Formally make a statement pertaining to the murder of Trayvon Martin
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SANFORD, Fla. — The investigation into last month’s shooting death of an unarmed black teenager in an Orlando suburb is out of the hands of the beleaguered police chief and the county prosecutor with the Justice Department looking at possible civil rights violations and a grand jury perhaps considering charges.
Until admitted shooter George Zimmerman is led away in handcuffs, the parents of 17-year-old Trayvon Martin and the civil rights activists and others who have rallied for their cause say they won’t be satisfied.
“We cannot allow a precedent when a man can just kill one of us … and then walk out with the murder weapon,” said civil rights leader Al Sharpton, flanked by Martin’s parents and a stage full of supporters at a rally in Sanford on Thursday night. “We don’t want good enough. We want George Zimmerman in court with handcuffs behind his back.”
Police Chief Bill Lee said earlier in the day that he was stepping down temporarily to try to cool the building anger that his department did not arrest neighborhood watch volunteer Zimmerman, who has said he shot Martin on Feb. 26 in self-defense. Hours later, the governor announced that the local state attorney, Norman Wolfinger, had recused himself from the case.
Martin’s parents, Tracy Martin and Sybrina Fulton, believe Zimmerman should have been arrested. They claim he was profiling their son and acted like a vigilante.
Tracy Martin told the thousands at the rally to keep his son in their minds.
“If Trayvon were here, he would have been here tonight,” he said. “He was a people person. Let’s get justice for your son.”
The signs, chants and sentiments all came down to a demand for justice in the case. Another rally was set for the state capitol Friday and students at Martin’s Miami high school planned to walk out in protest in the afternoon.
At Thursday’s protest, some people carried signs that said: “100 years of lynching, justifiable homicide. Same thing.” Others sold T-shirts that read: “Arrest Zimmerman.”
“It’s the norm around here, where anything involving black culture, they want to wipe their hands of it,” said Shella Moore, who is black and grew up in Sanford.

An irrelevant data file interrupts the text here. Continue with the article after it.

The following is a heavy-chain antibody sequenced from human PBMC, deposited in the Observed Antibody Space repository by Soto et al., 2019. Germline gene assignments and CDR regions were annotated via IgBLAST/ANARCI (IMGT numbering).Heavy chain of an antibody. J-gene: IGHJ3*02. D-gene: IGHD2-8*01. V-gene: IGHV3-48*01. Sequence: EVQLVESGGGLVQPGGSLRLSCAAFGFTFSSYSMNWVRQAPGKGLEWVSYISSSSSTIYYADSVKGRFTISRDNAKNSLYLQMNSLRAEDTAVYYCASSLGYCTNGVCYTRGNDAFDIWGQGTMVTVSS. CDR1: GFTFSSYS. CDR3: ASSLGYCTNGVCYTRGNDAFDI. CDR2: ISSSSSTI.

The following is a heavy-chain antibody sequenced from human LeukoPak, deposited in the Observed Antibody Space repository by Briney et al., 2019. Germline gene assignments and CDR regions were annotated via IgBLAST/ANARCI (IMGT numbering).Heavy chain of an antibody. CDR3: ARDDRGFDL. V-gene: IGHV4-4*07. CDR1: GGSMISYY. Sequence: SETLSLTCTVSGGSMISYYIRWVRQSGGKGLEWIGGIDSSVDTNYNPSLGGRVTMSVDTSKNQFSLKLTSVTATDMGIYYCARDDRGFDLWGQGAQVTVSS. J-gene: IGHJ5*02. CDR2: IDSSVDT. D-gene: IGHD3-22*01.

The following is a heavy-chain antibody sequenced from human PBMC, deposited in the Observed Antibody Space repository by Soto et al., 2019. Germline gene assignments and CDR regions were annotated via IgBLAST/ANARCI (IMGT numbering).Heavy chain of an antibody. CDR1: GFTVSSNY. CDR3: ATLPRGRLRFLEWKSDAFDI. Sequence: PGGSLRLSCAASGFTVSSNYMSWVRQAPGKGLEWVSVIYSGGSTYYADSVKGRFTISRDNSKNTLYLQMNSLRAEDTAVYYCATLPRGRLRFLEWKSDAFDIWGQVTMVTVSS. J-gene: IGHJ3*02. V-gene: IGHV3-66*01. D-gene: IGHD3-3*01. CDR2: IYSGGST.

The Justice Department and FBI have opened a civil rights investigation, and the local prosecutor before he quit the case convened a grand jury April 10 to determine whether to charge Zimmerman.
Martin was returning from a trip to a convenience store when Zimmerman started following him, telling police dispatchers he looked suspicious. At some point, the two got into a fight and Zimmerman pulled out his gun.
Zimmerman told police Martin attacked him after he had given up on chasing the teenager and was returning to his sport utility vehicle. Police say the 28-year-old Zimmerman is white; his family says he’s Hispanic.
The shooting ignited resentment toward the police department in this Orlando suburb for not making an arrest. Civil rights groups have held rallies in Florida and New York, saying the shooting was unjustified. Of Sanford’s 53,000 residents, 57 percent are white and 30 percent are black.
In a letter to Gov. Rick Scott, state attorney Wolfinger said that while he thought he could fairly oversee any prosecution that develops in the case, his recusal was aimed at “toning down the rhetoric and preserving the integrity of the investigation.” Scott appointed Angela B. Corey, the state attorney for the Jacksonville area, to take over.
The chief’s decision came less than a day after city commissioners gave him a “no confidence” vote and after a couple of weeks of protests and uproar on social media websites. Lee has said evidence supported Zimmerman’s assertion that the shooting was in self-defense.